Towards a circular bioeconomy: lignin as a renewable alternative to chemical industry
The chemical industry is almost entirely dependent on petroleum. Everyday products, from plastics, cosmetics and paints to adhesives and drugs are often made from oil. However, global challenges such as climate change and plastic pollution are now shifting the focus towards renewable and biodegradable raw materials.
Today a by-product, tomorrow a climate-neutral raw material
Along with cellulose and hemicellulose, lignin is one of the three main building blocks of biomass. Lignin is the only biomass constituent based on aromatic compounds, which makes it a potential feedstock for aromatic, supramolecular and other chemicals. It is therefore particularly promising as an alternative to oil-based raw materials used in the chemical industry. Compared to fossil petroleum, lignin derived from wood or even straw, for example, offers a more climate-friendly raw material.
Today, lignin is mostly produced as part of chemical pulping processes, namely Kraft and sulphite pulping. While cellulose/pulp is the main product, lignin is actually a by-product. 98 per cent of lignin is burnt for energy. Globally, this equates to approximately 50 million tons every year. The extraordinary material properties of lignin therefore mainly go unutilised.
On the other hand, technical lignin derived from commercial pulping processes is extensively altered in terms of its chemical makeup compared to native lignin. The most abundant aryl alkyl (β-O-4) ether linkages are readily fragmented and the structures further condensed due to the harsh pulping conditions. Lignin gained from kraft pulping, the pulping process most commonly used around the globe, also contains sulphur, which destroys the reactivity and material properties of commercially available lignins.
CH-Bioforce extracts all biomass components in the same process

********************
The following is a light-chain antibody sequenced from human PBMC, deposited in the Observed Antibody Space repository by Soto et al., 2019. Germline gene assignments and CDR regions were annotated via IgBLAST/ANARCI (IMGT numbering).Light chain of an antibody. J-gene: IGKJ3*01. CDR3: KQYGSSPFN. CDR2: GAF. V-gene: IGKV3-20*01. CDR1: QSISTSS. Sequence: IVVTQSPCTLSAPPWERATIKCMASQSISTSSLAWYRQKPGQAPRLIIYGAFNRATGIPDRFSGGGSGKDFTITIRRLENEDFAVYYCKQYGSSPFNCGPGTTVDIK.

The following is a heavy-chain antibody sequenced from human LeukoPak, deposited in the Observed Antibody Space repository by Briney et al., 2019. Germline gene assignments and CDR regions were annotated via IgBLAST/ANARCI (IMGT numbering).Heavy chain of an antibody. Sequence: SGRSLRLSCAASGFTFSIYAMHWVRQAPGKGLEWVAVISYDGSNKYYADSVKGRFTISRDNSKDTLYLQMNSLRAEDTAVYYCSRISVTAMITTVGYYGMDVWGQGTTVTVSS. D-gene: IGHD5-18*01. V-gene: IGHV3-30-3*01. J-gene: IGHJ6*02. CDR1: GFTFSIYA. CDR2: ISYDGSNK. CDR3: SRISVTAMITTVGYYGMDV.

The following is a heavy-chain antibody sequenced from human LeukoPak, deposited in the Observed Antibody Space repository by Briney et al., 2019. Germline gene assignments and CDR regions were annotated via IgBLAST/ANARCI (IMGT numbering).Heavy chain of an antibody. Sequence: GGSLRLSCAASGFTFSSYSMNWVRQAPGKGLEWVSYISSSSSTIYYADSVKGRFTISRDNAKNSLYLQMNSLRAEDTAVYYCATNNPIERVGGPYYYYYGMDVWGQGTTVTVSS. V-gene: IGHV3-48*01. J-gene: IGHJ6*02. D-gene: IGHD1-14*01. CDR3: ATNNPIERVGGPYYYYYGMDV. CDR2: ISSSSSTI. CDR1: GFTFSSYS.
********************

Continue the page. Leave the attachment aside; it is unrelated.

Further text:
CH-Bioforce has solved the problem in a fundamentally different way. We have developed a method which gently extracts all of the main components of biomass in one process. The resulting biomaterials – dissolving pulp, polymeric hemicellulose and sulphur-free lignin – are extremely pure and close to their natural form. Furthermore, our process can produce these high-quality biomaterials also from agricultural residue streams such as straw.
The structure and properties of the extracted lignin depend on the feedstock (softwood, hardwood, straw, etc.), type of fractionation process, and also the process parameters. Therefore, it is extremely important that lignins are properly characterised with an eye to specific process parameters in order to optimise their use in different applications.
Together with our academic and industry partners, we have conducted several studies to understand how the fractionation process and its parameters impact on the chemical structure of the resulting lignin and thus how they affect the material properties of the final product.
Findings from these studies were recently published here:
CH-Bioforce Oy is a Finnish start-up founded in 2016. The company’s innovative fractionation technology dates back to 2011, when inventors Lari Vähäsalo, Nicholas Lax and Sebastian von Schoultz made their first findings. Today, the company forms part of the Chemec group, which operates in the chemical industry. CH-Bioforce currently employs ten members of staff. Our R&D and pilot plant is located in Raisio, Finland.
For more information, please contact:
Lari Vähäsalo, PhD
R&D Director, CH-Bioforce Oy
- +358 40 351 2820